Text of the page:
Stanmar International, based in Canada with its U.S. headquarters in San Diego, presented several products it wants to market in the U.S. at Natural Products Expo West, held March 6-9 in Anaheim, California.
One of those products is the Simply Delish line of vegan, non-GMO gelatins and puddings.
“We were introduced to this particular group in South Africa who were producing a sugar free Jell-O, or we call it a jel dessert because Jell-O is registered in the U.S., and we had to come up with something which was vegan, all natural and had something that would work along the way,” said Martin Pamensky, executive director of international operations for Stanmar International. “It took us probably about a year and a half to get a non-GMO certification.”
Stanmar International also used the expo to show off its new packaging design to coincide with distribution of its products in a growing number of national grocery store chains.
“If you look at our old packaging it was probably 1920 design, and today we have refreshed everything. Now we’ve got our brand-new looking packaging, which is designed from picking a new logo design, new package design, because we are now listed in a number of supermarket chains,” Pamensky said. “We’ve got our product into all the natural food stores and with the new branding and the new launching, we are just having incredible response to our product.”
As of the date of the Natural Foods Expo West, Simply Delish was available in Jewel, Kroger, Whole Foods, Sprouts, Fareway and natural food stores nationwide. It’s been available internationally and on Amazon.com for some time.
“We’ve got a phenomenal business from Amazon we get every month,” Pamensky said. “And our product just keeps growing and growing. And we are now in Canada, South Africa, Australia,and in Europe with our product.”
The gelatin product is a powder that does not require refrigeration. Pamensky said what makes Simply Delish’s product different is it is the only product on their dessert side that can be mixed with non-dairy products.
“All the other products have gelatin, and with gelatin you cannot mix it with non-dairy products like coconut milk, soy milk. So our product is non-dairy, sugar free, kosher,” he said.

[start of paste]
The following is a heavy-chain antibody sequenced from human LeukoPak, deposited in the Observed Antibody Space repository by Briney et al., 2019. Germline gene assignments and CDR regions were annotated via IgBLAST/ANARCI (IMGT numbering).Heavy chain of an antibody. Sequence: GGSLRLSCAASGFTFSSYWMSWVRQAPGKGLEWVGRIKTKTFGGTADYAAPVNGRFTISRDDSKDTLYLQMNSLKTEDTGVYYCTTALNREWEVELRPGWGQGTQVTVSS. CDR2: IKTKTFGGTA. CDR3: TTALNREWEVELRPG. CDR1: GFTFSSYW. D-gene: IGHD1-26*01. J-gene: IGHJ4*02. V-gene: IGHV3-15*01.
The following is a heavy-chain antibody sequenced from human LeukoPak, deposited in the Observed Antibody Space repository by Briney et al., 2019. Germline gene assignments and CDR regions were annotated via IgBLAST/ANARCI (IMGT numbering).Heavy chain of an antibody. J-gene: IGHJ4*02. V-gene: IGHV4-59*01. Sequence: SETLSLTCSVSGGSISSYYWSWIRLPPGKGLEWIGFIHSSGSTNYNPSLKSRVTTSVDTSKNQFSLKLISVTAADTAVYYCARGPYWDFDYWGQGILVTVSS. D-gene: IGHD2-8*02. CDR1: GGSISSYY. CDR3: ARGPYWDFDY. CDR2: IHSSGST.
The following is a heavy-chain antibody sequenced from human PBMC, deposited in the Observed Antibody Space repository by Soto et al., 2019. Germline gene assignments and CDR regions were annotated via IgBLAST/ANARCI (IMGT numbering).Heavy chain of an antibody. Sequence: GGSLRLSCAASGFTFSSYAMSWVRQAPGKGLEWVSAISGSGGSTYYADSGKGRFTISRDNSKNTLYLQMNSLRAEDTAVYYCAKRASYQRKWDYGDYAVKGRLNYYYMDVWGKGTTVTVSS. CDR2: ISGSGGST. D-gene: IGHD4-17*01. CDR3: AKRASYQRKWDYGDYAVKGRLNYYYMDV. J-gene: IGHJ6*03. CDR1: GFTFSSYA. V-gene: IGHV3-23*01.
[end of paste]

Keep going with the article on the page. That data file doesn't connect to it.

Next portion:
The Simply Delish product uses stevia as a natural sweetener as well.
The company expects conventional grocery stores will carry the gelatin product. Some may stock it in the baking aisle while others may place it with natural foods or with other gelatin products.
Paminsky said the company is in the process now for food service. “We have a model, an opportunity now to launch a product at retail which is a Knox equivalent where you can actually take their product as a gelatin and use it for baking and cooking as well,” he said. “So, that’s what people do with our product.”
Simply Delish’s gelatin product typically retails from $2.79 to $2.99. Some stores offer two for $5.
Stanmar International also produces Ceres Juices, named after Ceres, the Greek goddess of plenty. The juices were introduced in the United States six months ago. Pamensky said they’ve used aseptic technology, which sterilizes packaging prior to filling, to allow eight months of shelf life for the juice without refrigeration.
“That’s a game changer for everybody,” he said. “In the juice industry, in the soy industry and wherever across the board. We can get the shelf life to the product,” he said.
Pamensky said the company is using the shelf-stability of the juice in its merchandising. He said they originally wanted to be in the produce department but found there was limited space and they would be up against “some major players in that industry—Naked Juice, Coke—and to buy that space is just crazy. So we found a better position.”
That position is in the juice section, where no one else offers their exotic flavors, he said.
Stanmar International’s non-GMO, sugar free, gluten free and vegan salted edamame product through its On the Go brand has been available online but the company is now taking it to retail offering.
“Edamame is mostly coming out of China so we found a local grower in South Africa. These were people who were a Christian organization that developed this whole business of growing edamame, and we started growing edamame in South Africa. We salted them and then added them with fruits from South Africa, the pineapples, the raisins, and with this whole new thing of having the salted with fruits has become the new way,” he said.
The edamame is mixed with fruits such as strawberries, cherry and cranberries. Pamensky said Stanmar International is among the first to do so.
“There are guys who brought product which has edamame in the market—salted edamame—and there are one or two players that do a fairly good job with the product, but nobody has designed an exotic range like this,” he said.